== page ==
How many commercial breaks will there be, anyhow???
Andi Smith says what you really need to know about being on Last Comic Standing and winning, is that it means clubs will book you as a headliner knowing you'll "put butts in seats." She's from St. Louis, but she has performed in West Virginia for a crowd of eight, and had a funny joke or two or three about that. She clearly is not worried about offending anyone. Even in Vegas. Fearless or crazy?
The Meehan Brothers from San Francisco also could be described as fearless and crazy. Because this bit relies solely on one of the brothers and his physicality. Actually, I'm going to chalk this up more to crazy than fearless.
And your first group of finalists, moving into a house in Hollywood, are...Adam Hunter! God's Pottery! (I love how they kept up their goofy grins throughout the dramatic lighting sequence) Ron G! Wait. Only two tickets left? Oh, right. Paul Foot! Jeff Dye!
Obviously, Naturman should have made it through. Again. No fussing this time around. An interesting decision to move a parody duo into a stand-up competition, but the boys are funny. Including Foot allows you to say you're international. Dye represents youth. Well. There we have it. Next week, the other half gets cut down to size.
OK. They just ended with an "in memory" card to George Carlin, which, sure, Carlin has done so much for comedy, but if you're really going to honor him, you need to start making this show about finding the next great original inspirational stand-up, OK? Alrighty then.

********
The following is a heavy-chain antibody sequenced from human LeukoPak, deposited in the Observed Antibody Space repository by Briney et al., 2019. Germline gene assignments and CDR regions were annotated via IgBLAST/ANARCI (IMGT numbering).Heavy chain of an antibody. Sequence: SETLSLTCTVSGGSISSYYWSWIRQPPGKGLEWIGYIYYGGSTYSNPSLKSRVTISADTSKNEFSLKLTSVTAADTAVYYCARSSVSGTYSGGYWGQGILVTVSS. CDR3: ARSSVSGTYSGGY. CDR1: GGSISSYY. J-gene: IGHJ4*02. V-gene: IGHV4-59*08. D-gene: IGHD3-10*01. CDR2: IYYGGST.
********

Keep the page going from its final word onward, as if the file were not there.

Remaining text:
ANOTHER SPOILER ALERT?! Yes, indeedy...
So I'm at my college reunion, thinking to myself, is it wrong for me to miss the Hollywood episode of season six of NBC's Last Comic Standing, can it wait until I get back on Sunday or not, or would it be more wrong, as in wronger, to leave the reunion to watch this comedy cavalcade? About five minutes into watching it now, I'm wondering if it might have been a better idea to pretend this episode did not exist.
Not that I'm not entertained at times, or that I get to see some faces of funny people I've seen and crossed paths with before, mind you. It's just...well...good decision to air New York City first, even though Hollywood auditioned first. Our celebrity judges are Angela Kinsey and Oscar Nunez from NBC's The Office, and Angela is just adorable! First comic they let us see is Ron G, and after a predictable bit that combines relationship humor with sports, he gets a callback, followed by a quote from Oscar about how he doesn't like predictable jokes. So there. Dana Eagle is next and makes Angela LOL and makes Oscar growlOL, so she's good for tonight, too. Then...a guy with a house on his head who, over and over again, swears he doesn't want to be a comic. We get it. Go away. What's Melissa Tracy holding in her other hand? A sword? That's freaky. Angela gasps. You get a minute or two and you choose this? A montage of similar suckage follows.
Amber Tozer gets the first offstage interview treatment, and pitches herself as a combo of Punky Brewster and Avril Lavigne. So we should not be surprised to see her get a callback. Oh, so now they explain this "funny booth" business. Adam Richmond has a vibe that says to me, Los Angeles comic, can I get your attention, please? He does. For now.
Bill Bellamy is rapping, for some reason. But there's a tease of Eddie Pepitone, so there's that to look forward to.